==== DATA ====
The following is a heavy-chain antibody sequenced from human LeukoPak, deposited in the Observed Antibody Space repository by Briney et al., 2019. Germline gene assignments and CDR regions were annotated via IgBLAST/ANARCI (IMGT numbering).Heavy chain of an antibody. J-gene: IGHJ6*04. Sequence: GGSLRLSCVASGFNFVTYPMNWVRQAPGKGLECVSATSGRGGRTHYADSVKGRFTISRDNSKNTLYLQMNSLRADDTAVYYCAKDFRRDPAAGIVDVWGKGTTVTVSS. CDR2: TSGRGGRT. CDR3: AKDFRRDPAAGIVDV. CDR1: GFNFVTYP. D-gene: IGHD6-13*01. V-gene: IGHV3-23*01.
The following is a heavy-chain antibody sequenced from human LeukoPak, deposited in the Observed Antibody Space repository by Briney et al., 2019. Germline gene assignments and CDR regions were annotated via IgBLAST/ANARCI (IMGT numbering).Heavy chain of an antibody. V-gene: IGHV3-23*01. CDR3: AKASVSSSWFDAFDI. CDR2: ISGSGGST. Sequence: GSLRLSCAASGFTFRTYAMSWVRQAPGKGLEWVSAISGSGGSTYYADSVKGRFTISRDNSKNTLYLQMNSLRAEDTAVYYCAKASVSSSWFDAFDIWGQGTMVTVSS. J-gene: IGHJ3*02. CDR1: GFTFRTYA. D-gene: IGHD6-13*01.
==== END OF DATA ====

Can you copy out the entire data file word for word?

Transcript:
The following is a heavy-chain antibody sequenced from human LeukoPak, deposited in the Observed Antibody Space repository by Briney et al., 2019. Germline gene assignments and CDR regions were annotated via IgBLAST/ANARCI (IMGT numbering).Heavy chain of an antibody. J-gene: IGHJ6*04. Sequence: GGSLRLSCVASGFNFVTYPMNWVRQAPGKGLECVSATSGRGGRTHYADSVKGRFTISRDNSKNTLYLQMNSLRADDTAVYYCAKDFRRDPAAGIVDVWGKGTTVTVSS. CDR2: TSGRGGRT. CDR3: AKDFRRDPAAGIVDV. CDR1: GFNFVTYP. D-gene: IGHD6-13*01. V-gene: IGHV3-23*01.
The following is a heavy-chain antibody sequenced from human LeukoPak, deposited in the Observed Antibody Space repository by Briney et al., 2019. Germline gene assignments and CDR regions were annotated via IgBLAST/ANARCI (IMGT numbering).Heavy chain of an antibody. V-gene: IGHV3-23*01. CDR3: AKASVSSSWFDAFDI. CDR2: ISGSGGST. Sequence: GSLRLSCAASGFTFRTYAMSWVRQAPGKGLEWVSAISGSGGSTYYADSVKGRFTISRDNSKNTLYLQMNSLRAEDTAVYYCAKASVSSSWFDAFDIWGQGTMVTVSS. J-gene: IGHJ3*02. CDR1: GFTFRTYA. D-gene: IGHD6-13*01.